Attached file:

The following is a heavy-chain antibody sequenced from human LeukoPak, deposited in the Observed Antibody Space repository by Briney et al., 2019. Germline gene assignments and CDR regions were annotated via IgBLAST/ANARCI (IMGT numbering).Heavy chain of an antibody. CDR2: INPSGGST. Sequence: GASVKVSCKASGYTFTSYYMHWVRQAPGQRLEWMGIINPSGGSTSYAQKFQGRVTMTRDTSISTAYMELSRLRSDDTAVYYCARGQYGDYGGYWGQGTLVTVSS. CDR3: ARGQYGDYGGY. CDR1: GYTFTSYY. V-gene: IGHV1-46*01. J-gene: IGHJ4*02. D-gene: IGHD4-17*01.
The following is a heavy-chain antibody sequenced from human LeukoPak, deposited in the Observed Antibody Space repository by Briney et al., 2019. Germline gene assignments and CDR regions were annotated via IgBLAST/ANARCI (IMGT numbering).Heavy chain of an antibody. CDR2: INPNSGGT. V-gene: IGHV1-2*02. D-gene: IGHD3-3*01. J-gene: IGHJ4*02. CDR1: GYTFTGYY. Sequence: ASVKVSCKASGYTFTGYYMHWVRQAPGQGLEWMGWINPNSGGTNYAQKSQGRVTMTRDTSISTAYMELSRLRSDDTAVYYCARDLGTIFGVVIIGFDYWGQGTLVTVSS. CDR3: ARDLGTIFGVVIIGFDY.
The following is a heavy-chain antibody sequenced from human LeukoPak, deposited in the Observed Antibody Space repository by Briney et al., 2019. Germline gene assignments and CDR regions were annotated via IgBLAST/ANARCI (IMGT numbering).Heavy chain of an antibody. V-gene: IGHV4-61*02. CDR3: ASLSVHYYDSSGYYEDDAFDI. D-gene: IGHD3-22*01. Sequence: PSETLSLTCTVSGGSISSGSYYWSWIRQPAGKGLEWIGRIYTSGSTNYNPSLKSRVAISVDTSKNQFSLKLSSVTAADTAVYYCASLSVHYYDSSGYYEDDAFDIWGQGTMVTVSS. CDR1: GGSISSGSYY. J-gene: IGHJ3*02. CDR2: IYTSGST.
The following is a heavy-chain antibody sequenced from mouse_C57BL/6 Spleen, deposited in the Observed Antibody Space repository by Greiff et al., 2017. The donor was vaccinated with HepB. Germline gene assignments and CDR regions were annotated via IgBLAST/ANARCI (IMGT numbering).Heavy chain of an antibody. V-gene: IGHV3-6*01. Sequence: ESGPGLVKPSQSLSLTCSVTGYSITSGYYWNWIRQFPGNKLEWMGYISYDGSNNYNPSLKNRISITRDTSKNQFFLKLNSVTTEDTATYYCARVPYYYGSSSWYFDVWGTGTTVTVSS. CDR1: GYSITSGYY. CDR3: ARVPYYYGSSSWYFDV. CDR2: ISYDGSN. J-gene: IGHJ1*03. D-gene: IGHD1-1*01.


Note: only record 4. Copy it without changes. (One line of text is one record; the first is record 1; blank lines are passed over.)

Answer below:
The following is a heavy-chain antibody sequenced from mouse_C57BL/6 Spleen, deposited in the Observed Antibody Space repository by Greiff et al., 2017. The donor was vaccinated with HepB. Germline gene assignments and CDR regions were annotated via IgBLAST/ANARCI (IMGT numbering).Heavy chain of an antibody. V-gene: IGHV3-6*01. Sequence: ESGPGLVKPSQSLSLTCSVTGYSITSGYYWNWIRQFPGNKLEWMGYISYDGSNNYNPSLKNRISITRDTSKNQFFLKLNSVTTEDTATYYCARVPYYYGSSSWYFDVWGTGTTVTVSS. CDR1: GYSITSGYY. CDR3: ARVPYYYGSSSWYFDV. CDR2: ISYDGSN. J-gene: IGHJ1*03. D-gene: IGHD1-1*01.